State Architect James Canole and Peters, Harrison & Associates of Lawrence designed the eight-story, $3.5 million building of dark buff brick and cottonwood limestone for the newly created Division of Biological Sciences. It opened in 1969; a major addition designed by Peters, Kubota & Glenn of Lawrence was dedicated April 12, 1986.
A reorganization in 2008 dissolved the division and retained these departments in the College of Liberal Arts & Sciences: molecular biosciences (biochemistry; microbiology; molecular, cellular and developmental biology; neurobiology; and genetics) and ecology and evolutionary biology (programs in ecology and population biology, entomology, plant biology and systematics, macroevolution and biodiversity); and the undergraduate biology program.
Haworth houses the departments’ administrative and staff offices; a greenhouse and electron microscope; laboratories, classrooms and an auditorium; the Genetics Program; and the Beach Center on Disability.
The John T. Stewart Children’s Center, dedicated in September 1970, adjoins Haworth on the east; it is named for a 1911 alumnus and Wellington banker and was the gift of his son and daughter-in-law, John T. III and Linda Bliss Stewart, also alumni. It houses offices for the Sunnyside Infant-Toddler Center and the Schiefelbusch Institute for Life Span Studies, laboratories, graduate-student offices and research rooms.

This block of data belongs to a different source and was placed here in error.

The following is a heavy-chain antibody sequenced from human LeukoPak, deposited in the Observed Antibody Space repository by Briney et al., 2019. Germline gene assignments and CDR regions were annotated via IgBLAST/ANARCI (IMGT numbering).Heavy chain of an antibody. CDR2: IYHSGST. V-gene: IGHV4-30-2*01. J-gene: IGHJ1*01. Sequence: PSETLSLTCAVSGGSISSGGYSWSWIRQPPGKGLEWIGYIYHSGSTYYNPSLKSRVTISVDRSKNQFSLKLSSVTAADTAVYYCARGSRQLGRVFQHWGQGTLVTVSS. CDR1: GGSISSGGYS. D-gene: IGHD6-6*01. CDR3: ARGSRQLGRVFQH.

The first Haworth Hall opened in fall 1909 and housed the departments of geology and mineralogy, whose chair 1892-1920 was Erasmus Haworth. An 1881 and 1884 alumnus who founded the Kansas Geological Survey in 1894, Haworth who was known to his students as “Daddy.”
After the 1943 opening of Lindley Hall, Haworth was remodeled for the departments of anatomy, biochemistry and physiology. When the medical programs moved to Kansas City, Kan., biology and other sciences remained. In the late 1960s, when a humanities building was planned on the site, Haworth and its neighbor Robinson Gymnasium — both outdated and outgrown — were razed and new buildings retaining their names were built on the south slope of the Hill.